Saturday, April 28, 2012

Into the Abyss (Werner Hezog, 2011)


Dead man talking

Werner Herzog's Into the Abyss (2011) opens with a harrowing account by a chaplain of being with each convict as they are executed. He describes how he 'empties' himself of all notions and expectations, making himself a mere vessel to be filled with the experience. All proper and humble, until his voice cracks, and he has to stop and pause; it's at this point you realize that along with all the talk of being 'in the proper frame of mind,' of 'preparing oneself to be filled with the experience,' one must deal with the cost of watching men and women being strapped down and killed, again and again and again.

The documentary is about Michael Perry and Jason Burkett who in 2001 killed Sandra Stotler, her 16-year-old son Adam, his friend Jeremy Richardson. According to police Perry and Burkett approached Ms. Stotler in her house and shot her from behind; they later waited for her son and his friend to arrive and shot them too. The motive? Ms. Stotler's red Camaro.

It's a strange documentary, even for a man known for making strange films. Here Herzog has been criticized for de-emphasizing the facts--he doesn't question the solidity of the case against Perry and Burkett, nor does he even try cross-examining the two convicted killers for veracity, at least not much (Perry claims Burkett committed the killings while Burket claims the opposite). He doesn't develop a case a la Errol Morris' The Thin Blue Line (1998)--doesn't even appear to be trying.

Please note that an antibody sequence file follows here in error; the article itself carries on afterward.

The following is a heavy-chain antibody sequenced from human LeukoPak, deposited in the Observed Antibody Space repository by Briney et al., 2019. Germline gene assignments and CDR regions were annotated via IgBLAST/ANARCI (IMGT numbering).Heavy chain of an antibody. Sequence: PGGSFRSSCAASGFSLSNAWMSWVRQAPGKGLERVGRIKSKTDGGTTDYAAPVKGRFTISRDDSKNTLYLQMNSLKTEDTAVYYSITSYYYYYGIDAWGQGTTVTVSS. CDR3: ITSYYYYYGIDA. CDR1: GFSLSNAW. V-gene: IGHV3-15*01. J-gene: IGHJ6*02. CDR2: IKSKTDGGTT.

Herzog states right off with his first interview that he's basically against the death penalty; he tells Perry point blank he doesn't have to like the young man, but respects him. He's quite open about his stance, but doesn't seem all that interested in building a case against said penalty.

Instead, for better or worse, Herzog seems to be trying to explore the emotional impact of the crimes on the people involved, the victims included. There's Sandra's daughter (and Adam's sister) Lisa: we hear of the pain she felt, having lost almost all her family overnight, and the consequences to her life from that day onwards. We listen to Charles Richardson, Jeremy's brother, who has to live with the fact that he introduced Jeremy to Michael and Jason.

We listen to the testimony of a warden who oversaw over a hundred and twenty executions, at the rate of two a week; at one point he goes home, and suddenly can't do it anymore--just can't do it. He's firmly against the death penalty now.

Perhaps the most painful and honest interview is Burkett's father, Delbert. There's some sad comedy to their life--at one point father Delbert, son Jason and one other brother are reunited while transporting on the way to their respective placements, and it struck Delbert how embarrassing this all was: a family reunion with hands cuffed and ankles chained. He seems to be the most clear-eyed of all of them, acknowledging just how terrible a father he's been to his sons, how bad his life is right now, and how low he must seem to everyone watching on camera. Hard material to view--no, impossible--without being affected.